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Big Boi, one half of the rap duo OutKast — the less boisterous, more prolific, non-corporate-sponsored one — released his second solo album, Vicious Lies and Dangerous Rumors, on Tuesday. Looking down the track list one can see Big Boi has taken on a lot — it’s an ambitious project. He’s set out to unite the sounds of current indie alternative with southern rap. He has tracks featuring Little Dragon and Killer Mike, Phantogram and UGK. The songs that result are genre-bending and complex.

The conversations taking place between these very different artists are smooth, for the most part. Big Boi keeps his cool as a host, and makes a very cohesive album out of a lot of quirky and disparate elements.

The beats on the album are unique, funky, dark, and driving. Big Boi’s rapping is as intricate and immaculate as ever. He spits in a variety of flows over a variety of beats. He’s written some electro dance pop, dub-like electrosludge, sweeping harmonious ballads, electrocheese pop with an 80s synth harpsichord (“Mama Told Me (feat. Kelly Roland).” The album features an uncharacteristic amount of electronics for the man. OutKast has always been about hard-hitting beats and space alien bleeps and boops, but their songs rarely strayed far from their characteristic southern funk and soul feel. On Vicious Lies and Dangerous Rumors, Big Boi stretches out and tries some heavy dance beats and indie ballads. Everything he tries works. It all sounds fresh.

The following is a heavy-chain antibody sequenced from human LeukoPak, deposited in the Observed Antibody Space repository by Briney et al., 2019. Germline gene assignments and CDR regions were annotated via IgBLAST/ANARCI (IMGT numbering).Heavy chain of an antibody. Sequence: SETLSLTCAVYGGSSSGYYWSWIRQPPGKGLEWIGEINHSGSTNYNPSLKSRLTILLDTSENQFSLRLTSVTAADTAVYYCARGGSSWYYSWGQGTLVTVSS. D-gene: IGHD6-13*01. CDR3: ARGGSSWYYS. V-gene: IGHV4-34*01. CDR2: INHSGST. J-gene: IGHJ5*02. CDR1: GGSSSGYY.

Sometimes the transitions are a little piecemeal and patchwork. For example, in the song “Lines (feat. A$AP Rocky and Phantogram)", the transition out of A$AP Rocky’s verse into Phantogram’s chorus seems very sharp, very cut and paste. The parts of the song refuse to blend. Both of the parts are very good, but it almost sounds like a DJ has two turn tables, one with a Phantogram record and the other with a Big Boi record, and he’s cutting back and forth between them. This is not the case with all the indie rock/rap blends. The song that follows, “Shoes For Running (feat. Waaves and B.o.B.)” is very good, very seamless.

Even after 20 years in  the game, Big Boi is still taking musical risks and pushing his sound. The man is not satisfied to sit back on the well-worn hip hop formulas that will produce reliable content for oldhead fans. This is the sign of a great artist. In an age where most artists have only a good two or three album run before they hit their rut, and few rappers nearing 40 are still making innovative music, I think this album is a great achievement.

The music is interesting and exciting, and while the album has its hiccups, Big Boi does a good job at smoothing these over. The man had a vision for the sound, and had a hand in crafting every part of the songs. He makes songwriting seem effortless and fun. The songs feel like they were fun to make. Big Boi’s love of the craft is present throughout.

During the OutKast days, Andre 3000 always seemed to be the true visionary of the two. He was always in the spotlight; he was the loudest, and most talked about. Big Boi rode on silently in his shadow, the perfectly technical and suave compliment to Andre’s quirkiness. Yet, Big Boi continues to release fantastic records, while Andre has settled into a comfortable Gillette posterchild role. Only in going solo has Big Boi gotten the acknowledgement he deserves. It really makes you rethink who the musical force behind OutKast really was.

Vicious Lies and Dangerous Rumors will definitely cool out fans’ impassioned demands for another Outkast album.

Score: 8.5 golden wire Cadillac rims out of 10.